If your book becomes a bestselling children's classic and it's self-published, you can rake it in.
Looked around and found this data from School Library Journal.
On Lulu: a full-color interior, letter-sized, 32-page book costs $7.57 to create. Everything above that is profit. So it's reasonable to say you could make a book which would give you about $10 royalty off each one. If you're letting Amazon and the rest sell it for you, figure maybe half that much. (See below for why "32 pages".)
If you are selling ebooks, Amazon has it pegged at 75% royalty for anything between 2.99 and 9.99. Now, with color images, they'll ding you for how much bandwidth it costs them to send - so figure maybe $7.00 in royalties from a $9.99 book.
Figure an average of about $6 royalty for each book sold, digital or hard-copy.
You can also do an audio book, videos, plush animals, t-shirts, ball-caps, but lets say you just concentrate on self-publishing books on your own.
From Wikipedia, I found these three authors mentioned:
- In 1949 American writer and illustrator Richard Scarry began his career working on the Little Golden Books series. His Best Word Book Ever from 1963 has sold 4 million copies. In total Scarry wrote and illustrated more than 250 books and more than 100 million of his books have been sold worldwide.
100 million X $6 = $600 million (roughly.)
- In 1963, Where The Wild Things Are by American writer and illustrator Maurice Sendak was published. By 2008 it had sold over 19 million copies worldwide.
19 million X $6 = $114 million (roughly)
- American illustrator and author Gyo Fujikawa created more than 50 books between 1963 and 1990. Her work has been translated into 17 languages and published in 22 countries. Her most popular books, Babies and Baby Animals, have sold over 1.7 million copies in the U.S.
1.7 million X $6 = $10.2 million
Scarry wrote and illustrated more than 250 books (one book per week for 5 years.)
Sendak wrote one book.
Fujikawa wrote 50 - a year's production.
What's the standard for a children's book?According to Writer's Digest,
PICTURE BOOKS - The standard is text for 32 pages. That might mean one line per page, or more. 500-600 words is a good number to aim for. When it gets closer to 1,000, editors and agents may shy away.(Emphasis is mine.)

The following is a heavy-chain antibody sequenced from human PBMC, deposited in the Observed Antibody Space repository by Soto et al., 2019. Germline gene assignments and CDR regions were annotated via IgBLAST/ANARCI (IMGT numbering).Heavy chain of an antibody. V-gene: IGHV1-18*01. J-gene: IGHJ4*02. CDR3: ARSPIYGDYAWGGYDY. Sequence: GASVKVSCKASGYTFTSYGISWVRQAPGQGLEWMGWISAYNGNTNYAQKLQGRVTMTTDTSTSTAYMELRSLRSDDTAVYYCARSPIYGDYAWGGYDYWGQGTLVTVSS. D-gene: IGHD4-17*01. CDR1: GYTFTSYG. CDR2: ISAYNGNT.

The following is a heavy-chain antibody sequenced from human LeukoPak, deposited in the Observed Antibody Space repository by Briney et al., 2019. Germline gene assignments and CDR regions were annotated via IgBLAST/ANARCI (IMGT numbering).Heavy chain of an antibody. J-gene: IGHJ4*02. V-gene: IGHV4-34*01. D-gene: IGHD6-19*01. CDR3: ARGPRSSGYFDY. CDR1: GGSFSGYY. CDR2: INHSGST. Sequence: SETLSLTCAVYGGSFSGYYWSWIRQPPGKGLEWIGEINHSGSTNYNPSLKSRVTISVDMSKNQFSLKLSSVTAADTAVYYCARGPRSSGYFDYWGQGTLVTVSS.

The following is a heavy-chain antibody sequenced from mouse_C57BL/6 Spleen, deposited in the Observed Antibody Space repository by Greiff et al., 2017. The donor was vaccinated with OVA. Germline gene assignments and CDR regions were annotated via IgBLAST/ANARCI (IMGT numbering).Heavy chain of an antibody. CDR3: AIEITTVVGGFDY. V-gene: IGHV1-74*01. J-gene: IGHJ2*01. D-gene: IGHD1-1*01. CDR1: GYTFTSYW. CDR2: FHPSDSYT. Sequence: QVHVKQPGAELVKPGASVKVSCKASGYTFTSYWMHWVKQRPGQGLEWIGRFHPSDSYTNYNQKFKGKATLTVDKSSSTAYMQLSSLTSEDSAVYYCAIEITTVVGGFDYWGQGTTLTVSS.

So it's not unrealistic to expect a single self-publishing author to crank out a book every week, plus do the basic online marketing it would need to jump it up into bestseller range. Once you build a decent list, you'd get all the feedback you needed to tune your next works even closer to what your fans want.
If you can keep up that pace, or even half of that, you should have a hundred or so books out there within 4-5 years from now.
Do you see where this is heading?
Sell a million books, make $8 million.
I've written earlier about how Children's books were so popular that you can't easily find one whose copyright wasn't renewed after 1923. In England, Beatrix Potters books only came out of copyright in 2014.
It should be idiot-simple to write and illustrate some good children's books. Sure, it will take some work learning the ropes. And figure that maybe one out of 10 of your books will sell to begin with. But as they become more popular (and you bundle them into sets) they'll sell more and more. Heck, even at discount prices, you'd still earn several million for each million books sold. Ask Amanda Hocking how it's working for her...
But stick at it, create a ton of them, make a real job of it - and use modern marketing along with email lists...
Meanwhile, this is all passive income. After you've created a hundred books, they continue to sell. Maybe not a million right off, but how about retiring to that ranch you've always wanted - and continue getting paid for the work you did years ago.
You might see, as I do that this is an area which can be highly leveraged.
Yes, this might be the fortune you've been looking for (in all the wrong places.)
Of course, this is just between you and me...